|Address||Belfast BT3 9DU, UK|
|Site Ownership and Access Information||The site is still a shipyard today and is not open to the public.|
|Contact details||Harland and Wolff can be contacted via their website. Archives relating to Harland & Wolff are held by the Archives of the University of Glasgow, the Public Record Office of Northern Ireland, and at the Ulster Folk and Transport Museum. The latter includes photographs and ships' plans.|
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During both World Wars, the famous shipyard of Harland & Wolff built many ships for the Royal Navy.
Over the course of the Second World War, the company built six aircraft carriers, two cruisers (including HMS Belfast, now moored on the River Thames, and the warship said to have fired the first naval shots on D-Day) and 131 other ships. These included LCTs (Landing Craft, Tank) and the larger LSTs (Landing Ship, Tank): both were types used in large numbers on D-Day.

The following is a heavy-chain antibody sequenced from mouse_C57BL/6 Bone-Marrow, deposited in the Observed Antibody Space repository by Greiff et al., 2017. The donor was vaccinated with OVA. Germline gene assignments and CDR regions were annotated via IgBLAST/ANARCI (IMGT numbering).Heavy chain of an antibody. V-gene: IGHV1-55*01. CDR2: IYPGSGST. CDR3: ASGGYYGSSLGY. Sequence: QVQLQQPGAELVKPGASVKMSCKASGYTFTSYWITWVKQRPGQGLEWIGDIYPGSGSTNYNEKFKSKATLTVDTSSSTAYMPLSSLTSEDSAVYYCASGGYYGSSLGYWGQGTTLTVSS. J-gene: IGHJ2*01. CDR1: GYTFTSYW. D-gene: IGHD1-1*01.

Over 22,000 vessels were also repaired or modified here during the Second World War. For example, Harland & Wolff converted LCTs into LCGs (Landing Craft, Gun). This work involved installing a new deck over the normally open tank deck of the LCT, converting the space that resulted into magazines and living quarters, and mounting two 4.7 inch guns on top of the new deck. The guns of the LCGs were used on D-Day to support Allied troops as they landed. The LCGs’ shallow draft meant that they could go much closer inshore than more conventional warships.
At its wartime peak there were about 35,000 workers at this site, which also built tanks, parts of artillery guns, and Short Stirling bombers. German bombing in 1941 caused damage to many of these facilities.